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Foam Rolling



Foam rolling is often downplayed in the fitness world. Active recovery is can easily be overlooked if you are incorporating hard workouts on the daily. Self-massage with a foam roller is a simple and convenient way to reduce discomfort post-workout and speed up your recovery time. If sore muscles slow you down, using a foam roller to stretch after workouts can help you bounce back.

Foam rolling is a self-myofascial release (SMR) technique. It can help relieve muscle tightness, soreness, and inflammation, and increase your joint range of motion.


You can get a foam roller at almost any sports store, or even order one online.  There are various options available. Pick yours based on what you are trying to achieve:


Smooth Rollers- are known for having a smooth, dense foam surface. They are best for people new to foam rolling. They offer even texture and aren’t as intense as a textured roller. This option is less expensive, too.


Textured Rollers- have ridges and knobs on them. They are used to work deeper into muscles, and work out knots and tension.


Foam covered massage sticks  can be used to deeply massage your legs or upper back.


Foam massage balls can be used for targeted muscle areas. For example, to work out knots in shoulders.


When choosing a foam roller, you’ll also want to take the shape and size into consideration. A shorter roller is more effective for smaller areas like the arms and calves, for example. Shorter rollers are also are more portable if you plan to travel with your roller.


Here are some known benefits of foam rolling:


1)May help to ease sore muscles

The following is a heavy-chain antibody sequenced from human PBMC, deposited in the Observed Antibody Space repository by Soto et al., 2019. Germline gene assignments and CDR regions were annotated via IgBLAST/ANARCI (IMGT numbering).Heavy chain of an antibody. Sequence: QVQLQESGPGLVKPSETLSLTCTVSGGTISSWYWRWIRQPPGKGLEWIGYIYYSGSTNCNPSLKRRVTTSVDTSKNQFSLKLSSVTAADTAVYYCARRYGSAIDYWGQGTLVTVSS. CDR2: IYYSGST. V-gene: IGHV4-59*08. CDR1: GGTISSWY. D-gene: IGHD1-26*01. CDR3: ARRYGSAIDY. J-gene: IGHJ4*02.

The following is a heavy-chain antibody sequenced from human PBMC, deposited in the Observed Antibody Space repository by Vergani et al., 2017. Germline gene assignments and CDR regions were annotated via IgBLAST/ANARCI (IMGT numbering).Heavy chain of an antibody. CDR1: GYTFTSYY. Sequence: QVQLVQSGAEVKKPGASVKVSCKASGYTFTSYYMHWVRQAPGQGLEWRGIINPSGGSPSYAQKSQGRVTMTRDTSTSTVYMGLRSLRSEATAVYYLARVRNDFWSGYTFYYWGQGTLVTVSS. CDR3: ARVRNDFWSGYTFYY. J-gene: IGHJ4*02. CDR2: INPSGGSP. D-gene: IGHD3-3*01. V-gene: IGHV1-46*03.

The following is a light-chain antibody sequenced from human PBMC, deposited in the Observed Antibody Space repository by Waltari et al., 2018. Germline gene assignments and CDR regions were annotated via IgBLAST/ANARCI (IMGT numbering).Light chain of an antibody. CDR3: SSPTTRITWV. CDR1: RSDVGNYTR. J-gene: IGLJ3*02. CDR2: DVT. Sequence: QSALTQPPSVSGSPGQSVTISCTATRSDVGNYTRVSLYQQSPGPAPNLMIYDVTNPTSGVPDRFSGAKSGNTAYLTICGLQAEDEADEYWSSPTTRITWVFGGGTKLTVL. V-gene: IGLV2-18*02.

2)May help to reduce the appearance of cellulite

3)Assists in range of motion

4)Provides relief from lower back pain


Start with light pressure and build up as you get used to foam rolling. You may find it painful to foam roll at first if your muscles are tight. To adjust pressure, reduce the amount of body weight you’re putting onto the roller. For example, if you’re rolling out your calf, use your arms to help support your body and take some of your body weight off of the roller.Slowly roll tender areas for 10 seconds to start, then work up to 30 to 60 seconds at a time.Drink plenty of water after foam rolling to help with recovery.In general, follow these tips to get started:


Stick to your glutes, quads, hamstrings, calves, traps, and lats. You can lightly roll the meat of your shoulders, but should avoid the actual joint. Same with your arms and elbows.For best results, follow a daily rolling strategy. After all, just like all things exercise, you have to be consistent to get the best results.


Aim to roll before and after workouts, or just any time you’re feeling tight.Foam rolling doesn't have to be a long process. Simply spend  30 seconds on each spot you want to roll. If you have more time to dedicate to it, you may do three sets of 30 seconds, with 10 seconds of rest in between, on each muscle group you’re trying to target.

Give each section a few passes, move onto the next one, and then after having hit each of them, polish things off by giving the entire length of your muscle some more love.At the end of the day, remember that just like any other workout recovery regimen,  foam rolling should be used as a tool to help you feel better during and after workouts. That means that you can and should tweak your rolling habits to whatever works best for you.


So don’t stress about sticking to a strict schedule—start with rolling when you feel like you need it or simply when you have time, and take it from there depending on what feels right.